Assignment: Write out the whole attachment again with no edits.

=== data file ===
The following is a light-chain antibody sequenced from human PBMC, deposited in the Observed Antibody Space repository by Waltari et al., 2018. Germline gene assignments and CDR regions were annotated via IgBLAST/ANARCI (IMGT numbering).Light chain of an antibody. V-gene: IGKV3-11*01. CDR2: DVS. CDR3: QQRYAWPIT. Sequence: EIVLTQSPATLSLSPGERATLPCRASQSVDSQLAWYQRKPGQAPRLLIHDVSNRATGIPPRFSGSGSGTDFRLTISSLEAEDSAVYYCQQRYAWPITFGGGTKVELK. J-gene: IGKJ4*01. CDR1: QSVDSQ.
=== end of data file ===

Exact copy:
The following is a light-chain antibody sequenced from human PBMC, deposited in the Observed Antibody Space repository by Waltari et al., 2018. Germline gene assignments and CDR regions were annotated via IgBLAST/ANARCI (IMGT numbering).Light chain of an antibody. V-gene: IGKV3-11*01. CDR2: DVS. CDR3: QQRYAWPIT. Sequence: EIVLTQSPATLSLSPGERATLPCRASQSVDSQLAWYQRKPGQAPRLLIHDVSNRATGIPPRFSGSGSGTDFRLTISSLEAEDSAVYYCQQRYAWPITFGGGTKVELK. J-gene: IGKJ4*01. CDR1: QSVDSQ.